I saw this huge island of garbage, where all those who society regards as disposable, who can no longer support themselves—the old, the sick, unwanted children, hardened young criminals who have no one willing to pay for their incarceration, etc. -- are shipped out and told they're taking part in the Island Rehabilitation Program, a new chance at life, when in fact they're to be prisoners, enduring the most squalid and terrifying existence, unable to escape because of the constant threat of immediate death.

Now I had my setting and situation; where was my hero? What manner of person could cope with all this and prevail? Clancy was a professional "big guy" with a lifetime of crime behind him. Just for him to be seen walking the streets was enough to enforce the rule of his master. But as I said, no one useful gets sent out to the Island. No matter how much he hates it, the truth is, Clancy is old: his muscles have started to sag and lose their strength, and as years have passed on the Island, he's become a grouchy and reclusive figure that most people wish to avoid.

Some of the ideas I used for The Detainee have been jangling around in my head for years -- like a set of keys in my pocket whose purpose I had long forgotten. Several of these ideas weren't so much ideas as they were concerns. With the advances in healthcare, greater life expectancy, and a falling birth-rate, populations of the developed nations are getting much older. And suddenly, there are more elderly people than young, causing a strain on social services and healthcare for the aging population.

Another thing that was troubling me was why was I living in one of the most monitored societies on Earth? A place where cameras are constantly spying on me. Big Brother, Big Sister, Big Momma—they're all out there the moment I open my front door. Where am I talking about? North Korea? Russia, perhaps? Somewhere under the rule of some crazed dictator? Actually, it's the United Kingdom. You can spend practically your whole day being spied upon by one camera or another. They tell us they're there to safeguard us. Which is food for thought. What if they aren't there to protect us? What if they are really there to protect a certain status quo in the government's power? Exactly how far would they be prepared to go to maintain this status quo? Possibly as far as the hellish world of The Detainee?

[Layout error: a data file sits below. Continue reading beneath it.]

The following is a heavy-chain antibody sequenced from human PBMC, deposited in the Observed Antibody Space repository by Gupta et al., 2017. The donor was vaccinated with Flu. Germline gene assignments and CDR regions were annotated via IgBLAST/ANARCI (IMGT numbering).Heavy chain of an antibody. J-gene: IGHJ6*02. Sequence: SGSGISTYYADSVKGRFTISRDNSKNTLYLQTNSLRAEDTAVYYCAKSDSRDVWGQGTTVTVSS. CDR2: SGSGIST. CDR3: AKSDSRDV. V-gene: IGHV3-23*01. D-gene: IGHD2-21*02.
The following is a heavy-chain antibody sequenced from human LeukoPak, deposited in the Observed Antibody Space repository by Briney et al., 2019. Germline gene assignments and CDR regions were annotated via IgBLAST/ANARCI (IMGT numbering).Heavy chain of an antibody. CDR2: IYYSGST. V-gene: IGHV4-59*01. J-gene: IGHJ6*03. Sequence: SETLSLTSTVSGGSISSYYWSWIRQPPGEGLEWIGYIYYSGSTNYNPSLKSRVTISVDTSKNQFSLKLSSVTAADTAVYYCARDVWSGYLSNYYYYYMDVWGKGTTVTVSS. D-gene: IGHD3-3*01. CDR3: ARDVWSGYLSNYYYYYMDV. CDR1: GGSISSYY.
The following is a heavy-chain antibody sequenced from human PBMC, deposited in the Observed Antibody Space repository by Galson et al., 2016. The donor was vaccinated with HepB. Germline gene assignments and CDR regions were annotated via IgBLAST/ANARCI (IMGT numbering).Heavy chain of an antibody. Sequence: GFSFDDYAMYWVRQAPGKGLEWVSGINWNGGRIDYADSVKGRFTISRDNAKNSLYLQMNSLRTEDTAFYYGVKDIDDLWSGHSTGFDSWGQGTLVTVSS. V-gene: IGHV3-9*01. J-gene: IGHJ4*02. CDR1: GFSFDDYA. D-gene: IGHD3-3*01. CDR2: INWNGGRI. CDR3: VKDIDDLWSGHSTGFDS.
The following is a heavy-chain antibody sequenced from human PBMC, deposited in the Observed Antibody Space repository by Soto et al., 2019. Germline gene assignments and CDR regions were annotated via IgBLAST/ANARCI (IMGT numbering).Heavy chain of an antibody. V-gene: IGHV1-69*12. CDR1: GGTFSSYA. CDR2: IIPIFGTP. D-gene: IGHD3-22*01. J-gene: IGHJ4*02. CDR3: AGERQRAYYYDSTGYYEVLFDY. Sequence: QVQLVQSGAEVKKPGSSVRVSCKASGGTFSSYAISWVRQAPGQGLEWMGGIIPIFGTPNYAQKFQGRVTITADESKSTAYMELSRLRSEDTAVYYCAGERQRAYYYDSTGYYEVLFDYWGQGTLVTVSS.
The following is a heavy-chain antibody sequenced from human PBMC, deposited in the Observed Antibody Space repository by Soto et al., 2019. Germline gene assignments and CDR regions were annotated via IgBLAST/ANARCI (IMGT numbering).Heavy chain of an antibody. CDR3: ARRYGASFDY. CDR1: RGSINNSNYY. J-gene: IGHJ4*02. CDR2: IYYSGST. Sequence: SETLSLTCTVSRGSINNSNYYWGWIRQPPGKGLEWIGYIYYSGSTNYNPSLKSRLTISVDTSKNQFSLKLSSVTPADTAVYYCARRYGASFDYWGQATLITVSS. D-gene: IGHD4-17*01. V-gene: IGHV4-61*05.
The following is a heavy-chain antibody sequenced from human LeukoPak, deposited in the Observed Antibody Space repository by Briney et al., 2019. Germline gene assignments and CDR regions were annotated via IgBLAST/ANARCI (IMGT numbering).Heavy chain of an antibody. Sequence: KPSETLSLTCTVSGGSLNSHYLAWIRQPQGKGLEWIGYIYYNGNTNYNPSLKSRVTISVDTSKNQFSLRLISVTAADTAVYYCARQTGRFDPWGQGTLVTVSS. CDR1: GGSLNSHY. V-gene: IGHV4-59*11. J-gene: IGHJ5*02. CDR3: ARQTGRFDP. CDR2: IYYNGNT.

It sounds grim -- it is grim, I know -- but if I had to use only one word to describe the theme of The Detainee it would be hope. More than anything, I wanted to write a book about the fact that we humans thrive on hope; that like those seeds that lie in the desert, year after year, with nothing to sustain them, then with just a drop of rainwater they bloom into the most spectacular of flowers. Clancy's the same. He's living in a desert—a pitiless, God-forsaken, garbage-strewn wasteland; yet one day he happens upon someone who inspires him and gives him hope. He's ready to fight back.

Graphic Novel Friday: Guardians of the Galaxy

This week, Marvel revealed the trailer for their 2014 summer blockbuster effort, Guardians of the Galaxy. It’s a gamble for Marvel, a studio that previously relied on names like Iron Man, Captain America, and the Avengers to carry their comic-to-film adaptations, while Guardians features C-list heroes with names like Drax, Star-Lord, and Rocket Raccoon. Audiences may be unfamiliar (think the Avengers in space, only with more attitude), but the trailer is high on humor and action, and soon-to-be fans can climb aboard with a rich history of source material—a sampling of which follows below.

Guardians of the Galaxy, Vol. 1: Cosmic Avengers by Brian Michael Bendis, Steve McNiven and Sara Pichelli: Relentless hitmaker Brian Michael Bendis delivers the Guardians to fans both new and old, bringing everyone up to speed on origins and what lies beyond the stars for this disgruntled group. It’s an accessible read, primed for its big screen debut, and features sharp, detailed artwork by McNiven and Pichelli. Vol. 2 is also available (and a better arc, I think!). [Demand is so high that our retail site is temporarily out of stock--but more is on the way!]



Guardians of the Galaxy by Abnett & Lanning: The Complete Collection Volume 1 by Dan Abnett, Andy Lanning, Paul Pelletier, and more: The Guardians may be riding high now, but it was this book that brought them back into the spotlight a few years ago. While the ideas behind the team have always been humorous (a talking raccoon with a machine gun?), Abnett and Lanning introduced a sense of fun to the space opera.

[Releasing this August.]




Rocket Raccoon & Groot: The Complete Collection by various: Mark my words: the breakout stars of the new film will be the least human—Rocket Raccoon, the talking space raccoon, and his buddy Groot, a talking tree/action hero whose vocabulary is limited to “I am Groot.” This collection features stories involving the two pals with a wide range of artists and writers, including Mike Mignola(!), Keith Giffen, Jack Kirby, the aforementioned Abnett and Lanning, and more. It’s absurd stuff and therefore essential.





Guardians of the Galaxy by Jim Valentino Volume 1 by Jim Valentino, Al Milgrom, Ron Lim, and more: In the 1990s, this revival by Jim Valentino was my first exposure to the weird team, which features a very different roster than the above collections. These Guardians exist in Marvel’s far future, the 31st century! Occasionally, the heroes would cross paths with future versions of other Marvel characters, like Ghost Rider, or go on missions to find Captain America’s long-lost shield—or turn their space opera into a space soap opera with often overwrought romance.